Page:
Matrix Blog

Housing Indices & Portals

Pulling the Case-Shiller Index Back by 6 Months to Reflect Actual Buyer/Seller Behavior

May 27, 2014 | 10:45 pm | Charts |

matrixCSIshift-5-27-14
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The Case Shiller Index was released today and it continued to confuse consumers, pundits, economists etc…and for good reason. It’s 6 months late.

I wondered what would happen if their index result was pulled back by 6 months to see how it lined up with a couple of significant housing milestones (purple vertical lines). The most recent housing milestone was last year’s Bernanke speech that resulted in the spike in mortgage rates in May-June of 2013.

In the modified trend line (dotted blue) housing prices surge up until mortgage rates spike. This is clearly more logical than the actual index showing housing prices surging for six months after the mortgage rate spike.

In the earlier milestone in April 2010, the adjusted index (dotted blue line) immediately begins to slide after the April 2010 signed contract deadline passed to qualify for the federal homeowner tax credit as part of the stimulus plan. Yes, that’s exactly what happened on the front lines.

I’m going to call this new methodology “time-shifting a housing index.” From an historical perspective, this is a much more useful and reliable trend line. For the near term, it places the CS HP 6 months behind the market without any relevance to current conditions. Then again, the S&P/Case Shiller Home Price Index was never meant to be a monthly housing indicator for consumers as it is currently used by the media. It was originally created to enable Wall Street to hedge housing but never caught on because of the long time lag and therefore the eventual ability of investors to accurately predict the results.


The top chart is fairly self-explanatory but here’s the math again:

  • May 2014 Report Publication Date
  • March 2014 Data (Jan, Feb, March Closings – February is midpoint)
  • January 2014 Contracts (Nov, Dec, Jan Contracts – December is midpoint)

Contracts Assumes 90 days between closing date and “meeting of minds” between buyer and seller i.e. 75 days from contract to close +15 days to signed contract from “meeting of minds.”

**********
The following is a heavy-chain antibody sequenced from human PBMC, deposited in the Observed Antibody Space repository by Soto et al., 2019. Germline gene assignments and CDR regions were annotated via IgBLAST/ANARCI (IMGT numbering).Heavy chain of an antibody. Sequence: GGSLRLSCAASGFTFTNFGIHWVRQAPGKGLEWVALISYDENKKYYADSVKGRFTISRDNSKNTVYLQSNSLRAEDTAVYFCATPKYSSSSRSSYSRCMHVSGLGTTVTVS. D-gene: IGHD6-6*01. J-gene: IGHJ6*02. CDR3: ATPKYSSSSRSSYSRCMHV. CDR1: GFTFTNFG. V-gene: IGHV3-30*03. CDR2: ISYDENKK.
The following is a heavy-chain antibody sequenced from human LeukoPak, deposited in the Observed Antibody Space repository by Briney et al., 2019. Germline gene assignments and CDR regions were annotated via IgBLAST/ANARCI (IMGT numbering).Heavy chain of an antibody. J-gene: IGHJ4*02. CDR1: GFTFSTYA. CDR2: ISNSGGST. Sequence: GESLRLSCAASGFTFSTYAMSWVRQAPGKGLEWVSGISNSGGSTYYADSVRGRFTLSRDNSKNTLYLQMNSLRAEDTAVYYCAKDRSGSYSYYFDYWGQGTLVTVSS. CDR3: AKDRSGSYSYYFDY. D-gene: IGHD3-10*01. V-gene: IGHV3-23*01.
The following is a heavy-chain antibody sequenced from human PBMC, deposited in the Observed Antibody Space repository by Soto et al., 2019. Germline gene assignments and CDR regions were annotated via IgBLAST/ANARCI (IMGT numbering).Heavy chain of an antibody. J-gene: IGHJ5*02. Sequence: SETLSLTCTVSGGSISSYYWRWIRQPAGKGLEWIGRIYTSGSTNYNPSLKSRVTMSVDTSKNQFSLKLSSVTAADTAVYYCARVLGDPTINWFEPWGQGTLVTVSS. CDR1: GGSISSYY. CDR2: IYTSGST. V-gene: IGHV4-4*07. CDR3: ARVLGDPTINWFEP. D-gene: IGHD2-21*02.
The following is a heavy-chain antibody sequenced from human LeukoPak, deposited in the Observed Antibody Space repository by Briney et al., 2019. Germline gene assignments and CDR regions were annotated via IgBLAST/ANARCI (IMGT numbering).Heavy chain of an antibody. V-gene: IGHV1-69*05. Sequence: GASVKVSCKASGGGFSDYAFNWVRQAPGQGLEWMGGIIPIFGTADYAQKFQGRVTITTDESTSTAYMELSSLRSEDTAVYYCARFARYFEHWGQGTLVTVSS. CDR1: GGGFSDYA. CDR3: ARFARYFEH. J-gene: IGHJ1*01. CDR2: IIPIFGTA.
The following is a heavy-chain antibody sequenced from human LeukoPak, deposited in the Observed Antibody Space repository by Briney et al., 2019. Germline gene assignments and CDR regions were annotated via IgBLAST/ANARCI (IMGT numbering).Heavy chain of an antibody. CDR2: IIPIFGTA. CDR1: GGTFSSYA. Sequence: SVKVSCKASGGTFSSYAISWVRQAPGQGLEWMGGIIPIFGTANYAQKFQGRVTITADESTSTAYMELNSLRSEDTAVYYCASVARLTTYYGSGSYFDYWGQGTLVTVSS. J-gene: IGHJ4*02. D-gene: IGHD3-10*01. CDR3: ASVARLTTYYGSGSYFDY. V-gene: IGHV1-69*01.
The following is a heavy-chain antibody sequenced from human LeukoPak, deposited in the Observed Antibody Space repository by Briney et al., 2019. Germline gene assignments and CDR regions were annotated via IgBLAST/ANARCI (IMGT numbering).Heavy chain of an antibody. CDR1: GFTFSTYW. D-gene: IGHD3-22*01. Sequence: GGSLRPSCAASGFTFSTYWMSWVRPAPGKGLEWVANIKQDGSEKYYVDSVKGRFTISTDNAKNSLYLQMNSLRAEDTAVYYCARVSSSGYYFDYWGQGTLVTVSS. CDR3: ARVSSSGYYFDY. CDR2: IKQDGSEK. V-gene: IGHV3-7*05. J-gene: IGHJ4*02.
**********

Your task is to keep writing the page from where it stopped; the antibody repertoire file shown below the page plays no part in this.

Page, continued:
“Meeting of Minds” Moment when buyer and seller agree on basic price and terms, usually a few weeks before contract is actually signed i.e. May 2014 Case Shiller Report = December 2013. The optimal moment to measure housing.

Here’s a regular chart that has a longer timeline, with and without seasonal adjustments (you can see that seasonal adjustments are essentially meaningless.)

matrixCSI-5-27-14

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PBS Newshour – Making Sense of Weak US Housing Reports

April 28, 2014 | 5:10 pm |

Michelle Conlin of Reuters gives a nice overview of the state of the US housing on PBS, talking through the national reports that hit us recently. Check it out. This month’s weak NAR Existing Home Sales report has unleashed a surge of housing self-loathing (although today’s PHSI seems to take some of the drama/edge off).

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NAR Pending Home Sales Had Biggest “February to March” Jump in 4 Years

April 28, 2014 | 4:52 pm | |

4-28-14PHSI
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After all the housing news drama of the past month, I thought it was interesting to see the negative streak broken. Still, sales are below year ago levels after what I described as a “release of pent-up demand” that was caused by the expiration of the “fiscal cliff” and the looming rise in mortgage rates last year.

Although home sales are expected to trend up over the course of the year and into 2015, this year began on a weak note and total sales are unlikely to match the 2013 level.

All the indices NAR publishes bother me because they include seasonal adjustments and those adjustments can be very severe. The chart above has no seasonal adjustments so you can see how much adjusting has to take place to smooth out the line. I thought I’d take a look at the month-over-month data that wasn’t seasonally adjusted to see if the same pattern occurred.